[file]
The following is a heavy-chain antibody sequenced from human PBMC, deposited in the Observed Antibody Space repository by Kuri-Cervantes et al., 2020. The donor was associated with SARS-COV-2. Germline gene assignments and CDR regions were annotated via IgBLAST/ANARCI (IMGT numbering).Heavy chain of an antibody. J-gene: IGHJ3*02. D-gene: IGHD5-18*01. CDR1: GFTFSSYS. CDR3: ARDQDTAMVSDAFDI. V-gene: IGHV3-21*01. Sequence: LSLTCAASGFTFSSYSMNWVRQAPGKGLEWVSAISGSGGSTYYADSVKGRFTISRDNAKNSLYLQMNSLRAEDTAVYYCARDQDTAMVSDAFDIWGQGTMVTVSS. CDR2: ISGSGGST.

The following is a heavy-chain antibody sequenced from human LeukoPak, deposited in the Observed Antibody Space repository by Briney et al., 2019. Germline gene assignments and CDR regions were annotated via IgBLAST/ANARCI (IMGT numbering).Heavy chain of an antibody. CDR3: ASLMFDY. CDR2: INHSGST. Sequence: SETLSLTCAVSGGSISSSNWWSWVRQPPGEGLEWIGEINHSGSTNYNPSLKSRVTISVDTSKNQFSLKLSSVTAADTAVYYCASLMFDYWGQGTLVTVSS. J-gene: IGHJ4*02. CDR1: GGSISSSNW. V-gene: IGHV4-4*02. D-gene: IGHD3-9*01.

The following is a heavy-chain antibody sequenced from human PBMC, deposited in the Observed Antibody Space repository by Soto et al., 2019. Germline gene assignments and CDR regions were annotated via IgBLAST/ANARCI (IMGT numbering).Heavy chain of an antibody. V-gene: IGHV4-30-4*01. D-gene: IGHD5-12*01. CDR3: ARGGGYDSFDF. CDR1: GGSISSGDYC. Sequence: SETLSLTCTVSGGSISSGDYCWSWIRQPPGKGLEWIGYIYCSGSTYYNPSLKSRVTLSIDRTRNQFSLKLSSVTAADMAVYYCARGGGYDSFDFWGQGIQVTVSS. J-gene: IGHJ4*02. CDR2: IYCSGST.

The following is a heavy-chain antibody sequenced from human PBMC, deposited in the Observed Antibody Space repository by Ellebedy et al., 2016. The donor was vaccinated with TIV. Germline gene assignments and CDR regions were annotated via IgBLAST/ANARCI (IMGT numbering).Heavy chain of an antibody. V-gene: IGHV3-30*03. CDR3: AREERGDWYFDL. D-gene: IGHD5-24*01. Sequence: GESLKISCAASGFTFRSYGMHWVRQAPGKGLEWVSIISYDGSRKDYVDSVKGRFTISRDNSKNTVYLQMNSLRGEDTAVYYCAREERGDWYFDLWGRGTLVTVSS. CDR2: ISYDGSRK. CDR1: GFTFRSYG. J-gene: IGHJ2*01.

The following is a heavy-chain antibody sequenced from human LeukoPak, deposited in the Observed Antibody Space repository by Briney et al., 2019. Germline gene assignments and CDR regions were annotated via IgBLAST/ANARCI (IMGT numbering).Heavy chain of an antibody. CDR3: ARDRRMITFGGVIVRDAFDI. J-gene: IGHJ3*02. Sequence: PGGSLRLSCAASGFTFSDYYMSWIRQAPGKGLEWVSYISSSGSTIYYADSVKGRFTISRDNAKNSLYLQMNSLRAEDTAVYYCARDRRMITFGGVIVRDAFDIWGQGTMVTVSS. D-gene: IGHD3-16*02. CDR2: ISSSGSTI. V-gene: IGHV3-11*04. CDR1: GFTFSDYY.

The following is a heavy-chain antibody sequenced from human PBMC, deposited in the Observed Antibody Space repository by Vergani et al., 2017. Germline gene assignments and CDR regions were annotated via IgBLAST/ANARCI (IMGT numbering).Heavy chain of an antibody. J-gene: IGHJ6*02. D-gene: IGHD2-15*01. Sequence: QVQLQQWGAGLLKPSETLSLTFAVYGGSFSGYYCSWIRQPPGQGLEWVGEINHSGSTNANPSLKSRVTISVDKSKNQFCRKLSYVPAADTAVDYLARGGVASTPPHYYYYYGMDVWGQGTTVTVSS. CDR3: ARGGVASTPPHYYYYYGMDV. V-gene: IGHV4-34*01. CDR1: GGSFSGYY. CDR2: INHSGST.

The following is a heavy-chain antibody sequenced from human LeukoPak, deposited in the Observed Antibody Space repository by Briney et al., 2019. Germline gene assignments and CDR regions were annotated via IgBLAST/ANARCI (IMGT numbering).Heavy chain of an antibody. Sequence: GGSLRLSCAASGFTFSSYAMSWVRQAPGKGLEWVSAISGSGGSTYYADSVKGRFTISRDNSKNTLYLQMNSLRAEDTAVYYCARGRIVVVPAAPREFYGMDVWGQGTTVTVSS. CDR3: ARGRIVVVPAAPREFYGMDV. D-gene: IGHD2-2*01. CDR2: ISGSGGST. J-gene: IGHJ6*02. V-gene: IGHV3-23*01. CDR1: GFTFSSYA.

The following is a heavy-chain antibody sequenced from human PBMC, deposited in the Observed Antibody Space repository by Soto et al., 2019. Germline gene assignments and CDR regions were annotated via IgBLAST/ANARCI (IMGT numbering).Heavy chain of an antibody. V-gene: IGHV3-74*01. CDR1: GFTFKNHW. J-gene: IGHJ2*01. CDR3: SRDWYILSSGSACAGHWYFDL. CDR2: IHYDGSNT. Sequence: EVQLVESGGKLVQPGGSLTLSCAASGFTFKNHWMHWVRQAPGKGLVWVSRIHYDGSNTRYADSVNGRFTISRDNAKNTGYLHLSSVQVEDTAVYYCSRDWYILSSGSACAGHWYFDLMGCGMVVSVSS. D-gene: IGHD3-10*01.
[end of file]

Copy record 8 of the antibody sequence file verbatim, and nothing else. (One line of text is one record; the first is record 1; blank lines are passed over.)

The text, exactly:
The following is a heavy-chain antibody sequenced from human PBMC, deposited in the Observed Antibody Space repository by Soto et al., 2019. Germline gene assignments and CDR regions were annotated via IgBLAST/ANARCI (IMGT numbering).Heavy chain of an antibody. V-gene: IGHV3-74*01. CDR1: GFTFKNHW. J-gene: IGHJ2*01. CDR3: SRDWYILSSGSACAGHWYFDL. CDR2: IHYDGSNT. Sequence: EVQLVESGGKLVQPGGSLTLSCAASGFTFKNHWMHWVRQAPGKGLVWVSRIHYDGSNTRYADSVNGRFTISRDNAKNTGYLHLSSVQVEDTAVYYCSRDWYILSSGSACAGHWYFDLMGCGMVVSVSS. D-gene: IGHD3-10*01.